Sticks, Stones and Broken Bones

I was bullied for most of my educational career up to grade nine.

It was only when I started at a Catholic all-girls high school that it stopped. I can't tell you what a relief it was. Being able to go outside without worrying if a snowball laced with ice will hit you an inch away from your eye. Or that grade 9 boys won't decide to purposely push and shove you against the boot rack as everyone attempts to rush in from the cold back into class. Or that during French class, the kids sitting in front of you won't comment about your clothing style or hair cut. I could go on and on and on. In the UK, it was pretty much the same thing, but my barely noticeable darker skin colour (compared to fair Brits) was enough to be teased and for my brother to be beaten on. Being an introvert didn't help take any attention away from me, nor did talking to anyone about it. Especially not in those days where bullying wasn't seen as a big deal and we were taught to "ignore it".

It's safe to say that I was two different girls growing up. At home, I was energetic and outspoken and extroverted. At school, I would recluse back into my shell, only speaking when spoken to and to answer the odd question in class. The latter didn't help me, since I was already ahead of my peers thanks to an advanced UK curriculum (where I spent the first 10 years of my life), so it only drew more attention on myself.

Physically, I had a strong British accent, wore different clothing, had no hair style and was darker and genetically endowed with more hair than most Caucasian girls. I was not sporty, had no special talents, had maybe two girls I could hang out with, and didn't have a clue about puberty and what it meant to date a guy. I hated school, hated the teachers for letting me go through this and standing on the sidelines, hated the jocks and stupid sporty girls who treated me like a fly they'd step on. I wasn't bottling up my anger per se, but the biggest hit all this bullying and exclusion did to me was towards my confidence. I believed I was nothing, was not smart and would never find someone who could accept me for who I am. I believed I was ugly, believed that I was fat and hairy and all the other names I was called. And I really didn't get all over this until my early 20s.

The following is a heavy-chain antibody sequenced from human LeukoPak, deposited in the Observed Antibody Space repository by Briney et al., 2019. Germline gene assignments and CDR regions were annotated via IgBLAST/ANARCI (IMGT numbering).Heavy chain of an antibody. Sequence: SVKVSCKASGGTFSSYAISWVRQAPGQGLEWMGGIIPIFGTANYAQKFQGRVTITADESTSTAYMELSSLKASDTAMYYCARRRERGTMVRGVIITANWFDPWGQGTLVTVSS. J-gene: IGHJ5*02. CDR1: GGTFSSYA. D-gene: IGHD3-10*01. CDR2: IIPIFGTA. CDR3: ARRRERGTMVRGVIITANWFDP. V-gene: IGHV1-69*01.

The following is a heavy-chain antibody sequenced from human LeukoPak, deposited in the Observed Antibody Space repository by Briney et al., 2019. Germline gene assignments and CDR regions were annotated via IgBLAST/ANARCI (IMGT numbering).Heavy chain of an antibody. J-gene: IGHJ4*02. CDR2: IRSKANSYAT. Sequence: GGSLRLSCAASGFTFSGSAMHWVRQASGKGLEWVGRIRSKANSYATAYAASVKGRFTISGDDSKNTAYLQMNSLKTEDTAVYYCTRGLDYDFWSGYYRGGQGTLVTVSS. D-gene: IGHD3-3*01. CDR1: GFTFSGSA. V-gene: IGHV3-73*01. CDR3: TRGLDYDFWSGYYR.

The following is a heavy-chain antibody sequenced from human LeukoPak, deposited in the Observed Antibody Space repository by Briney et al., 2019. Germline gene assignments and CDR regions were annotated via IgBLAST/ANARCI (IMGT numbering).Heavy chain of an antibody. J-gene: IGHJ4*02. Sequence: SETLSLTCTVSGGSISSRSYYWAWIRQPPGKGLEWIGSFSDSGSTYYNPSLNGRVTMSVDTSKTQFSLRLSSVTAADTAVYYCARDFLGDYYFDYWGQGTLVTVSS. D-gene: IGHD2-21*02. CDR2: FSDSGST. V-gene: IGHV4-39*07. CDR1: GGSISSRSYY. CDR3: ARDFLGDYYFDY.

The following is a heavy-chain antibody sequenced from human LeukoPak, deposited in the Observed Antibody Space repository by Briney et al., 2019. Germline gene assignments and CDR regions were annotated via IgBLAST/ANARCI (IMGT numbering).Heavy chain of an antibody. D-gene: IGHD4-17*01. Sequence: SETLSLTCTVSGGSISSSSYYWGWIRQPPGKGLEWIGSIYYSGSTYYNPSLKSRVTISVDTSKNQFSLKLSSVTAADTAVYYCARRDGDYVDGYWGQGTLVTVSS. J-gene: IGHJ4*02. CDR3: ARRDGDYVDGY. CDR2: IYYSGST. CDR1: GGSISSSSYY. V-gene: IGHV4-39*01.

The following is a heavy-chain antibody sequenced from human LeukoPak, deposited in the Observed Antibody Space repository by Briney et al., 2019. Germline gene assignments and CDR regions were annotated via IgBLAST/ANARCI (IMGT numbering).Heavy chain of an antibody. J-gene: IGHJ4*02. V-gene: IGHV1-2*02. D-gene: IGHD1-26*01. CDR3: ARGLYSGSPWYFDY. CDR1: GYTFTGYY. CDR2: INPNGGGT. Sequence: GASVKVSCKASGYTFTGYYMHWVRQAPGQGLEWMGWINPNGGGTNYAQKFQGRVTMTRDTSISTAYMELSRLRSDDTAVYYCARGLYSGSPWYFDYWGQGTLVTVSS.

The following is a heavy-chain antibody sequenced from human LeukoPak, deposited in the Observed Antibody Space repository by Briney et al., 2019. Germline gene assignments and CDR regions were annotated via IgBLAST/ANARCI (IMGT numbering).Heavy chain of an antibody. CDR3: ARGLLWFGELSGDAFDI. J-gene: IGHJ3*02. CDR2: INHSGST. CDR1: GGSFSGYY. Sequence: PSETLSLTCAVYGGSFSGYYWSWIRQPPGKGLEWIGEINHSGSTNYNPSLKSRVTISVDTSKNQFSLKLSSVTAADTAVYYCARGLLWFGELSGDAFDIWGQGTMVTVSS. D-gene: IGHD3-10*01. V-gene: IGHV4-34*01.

I ran into one of the sporty popular bully girls from my junior high a few years back. She was working at Esprit and she recognized me. I also recognized her and froze, wondering if I should say hi or  pretend I had no clue who she was. But I did say hi and smile. Her first comment was how great I looked and she asked me what I was doing with my life...and I asked her the same. We were on vastly different paths and I could have thrown this fact into her face, but I didn't. I wished her the best and walked away. Had I forgiven her? Perhaps. I'm actually not sure because of the simple reason that she doesn't know what her words did to me.

There are many days where I have thought about writing a long letter and mailing it to every single bully who ever did anything to undermine my belief in myself. I want them to know that I wasn't stupid or oblivious to what they were doing...I just didn't have energy to fight back and defend myself. I don't want any apologies or them to feel sorry for me...instead, I want them to hear my story. I want them to know what they did to me back then, and how it stayed with me for many years to come.